Figure 3.4: The main sector activity of permission holder’s employers
Career or personal progression were the most common motivations for choosing a specific role. It was rare for permission holders to reference any motivations related to visa restrictions.
Figure 3.5: Factors impacting permission holders’ choice of UK job role
Two in five (42%) Graduate route permission holders plan to change job before the end of their visa.
Figure 3.6: Permission holders’ intentions to change their current route activities in the future
Figure 3.7: Permission holders’ type of intended change of Plan on the Graduate route
The main motivation for wanting to change job was to move into employment in their field of study/qualification.
“The job role is great, but this is not the field I studied in; I have a different specialisation.” (Postgraduate, Non-STEM)
“I am completing my professional medical exams and once I pass I will be able to practice medicine in the UK (as a doctor).” (Postgraduate, STEM)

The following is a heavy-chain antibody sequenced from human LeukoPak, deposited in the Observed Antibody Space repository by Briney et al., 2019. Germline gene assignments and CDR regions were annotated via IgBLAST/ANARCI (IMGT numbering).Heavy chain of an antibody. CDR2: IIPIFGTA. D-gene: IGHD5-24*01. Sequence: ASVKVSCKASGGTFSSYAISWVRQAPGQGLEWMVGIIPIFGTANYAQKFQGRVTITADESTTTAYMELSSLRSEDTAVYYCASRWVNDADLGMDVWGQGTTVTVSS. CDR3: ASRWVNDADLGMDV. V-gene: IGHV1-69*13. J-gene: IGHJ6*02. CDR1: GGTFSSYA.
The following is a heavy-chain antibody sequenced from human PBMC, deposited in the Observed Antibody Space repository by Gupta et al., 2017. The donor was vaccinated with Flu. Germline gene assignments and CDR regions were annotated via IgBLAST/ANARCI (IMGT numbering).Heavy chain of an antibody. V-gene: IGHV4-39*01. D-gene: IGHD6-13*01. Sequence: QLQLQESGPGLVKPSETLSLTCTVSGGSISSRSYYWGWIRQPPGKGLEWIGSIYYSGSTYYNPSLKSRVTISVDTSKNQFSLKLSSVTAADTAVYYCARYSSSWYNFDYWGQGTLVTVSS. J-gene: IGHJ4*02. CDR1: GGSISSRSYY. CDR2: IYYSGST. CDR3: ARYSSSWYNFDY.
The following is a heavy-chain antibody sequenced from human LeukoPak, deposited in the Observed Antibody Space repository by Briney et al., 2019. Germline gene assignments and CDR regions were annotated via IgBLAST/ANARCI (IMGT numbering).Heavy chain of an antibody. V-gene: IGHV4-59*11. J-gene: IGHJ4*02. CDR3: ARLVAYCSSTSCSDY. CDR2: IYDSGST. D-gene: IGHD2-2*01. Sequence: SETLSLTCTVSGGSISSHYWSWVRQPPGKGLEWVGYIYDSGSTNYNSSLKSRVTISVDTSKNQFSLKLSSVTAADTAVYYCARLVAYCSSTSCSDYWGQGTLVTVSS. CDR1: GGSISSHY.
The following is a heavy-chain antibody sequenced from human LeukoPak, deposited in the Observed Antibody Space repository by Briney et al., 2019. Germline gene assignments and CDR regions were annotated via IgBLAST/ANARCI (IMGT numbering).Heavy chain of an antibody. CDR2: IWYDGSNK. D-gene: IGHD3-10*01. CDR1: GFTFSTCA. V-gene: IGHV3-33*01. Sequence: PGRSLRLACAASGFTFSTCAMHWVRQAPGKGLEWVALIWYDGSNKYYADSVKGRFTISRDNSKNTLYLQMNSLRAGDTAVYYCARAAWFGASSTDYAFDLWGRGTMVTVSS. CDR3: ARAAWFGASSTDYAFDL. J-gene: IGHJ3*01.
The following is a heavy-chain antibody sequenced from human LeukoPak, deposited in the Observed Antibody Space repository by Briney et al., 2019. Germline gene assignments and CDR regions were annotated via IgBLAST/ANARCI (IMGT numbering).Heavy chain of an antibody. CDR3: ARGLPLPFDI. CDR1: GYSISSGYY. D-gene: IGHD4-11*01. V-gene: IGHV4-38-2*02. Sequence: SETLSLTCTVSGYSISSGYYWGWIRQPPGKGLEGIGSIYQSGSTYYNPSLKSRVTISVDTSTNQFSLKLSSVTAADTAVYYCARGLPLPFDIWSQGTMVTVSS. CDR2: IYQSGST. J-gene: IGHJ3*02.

“Because my training only lasts for one year, and then I will look to become self employed as a pharmacist.” (Undergraduate, STEM)
“I’ve been looking for other full-time positions, but it has been hard to find one which allows me to start immediately. I want to work as a translator or interpreter in Japanese companies in the UK.” (Undergraduate, STEM)
Most permission holders plan to stay in the UK and move onto another visa.
Figure 3.8: Permission holders’ intended length of stay in the UK
Figure 3.9: Permissions holders’ intentions to switch to another UK visa
Many are considering the Skilled Worker visa as the most likely way for them to get indefinite right to remain. In contrast to the Graduate route, the Skilled Worker route does count towards the right to remain.
“The one that has no restrictions on time. I’m not sure what it is called. I think it’s Tier 2.” (Undergraduate, STEM)
“The Skilled Worker visa, probably after this visa runs out because I will be eligible for indefinite leave after 10 years, so after this visa runs out and I find an employer to sponsor me for 3 more years, that will be the easiest way for me to stay.” (Undergraduate, Non-STEM)
“Skilled Worker Visa – Once my current visa runs out, it would be my route to stay in the UK. If I stay long enough in the UK, it will let me naturalise.” (Undergraduate, STEM)
“Not quite sure of the name. If your partner is a UK citizen you can apply to stay for 2 years, but if I got this visa and we split up, then I would have to go back to my home country.” (Postgraduate, STEM)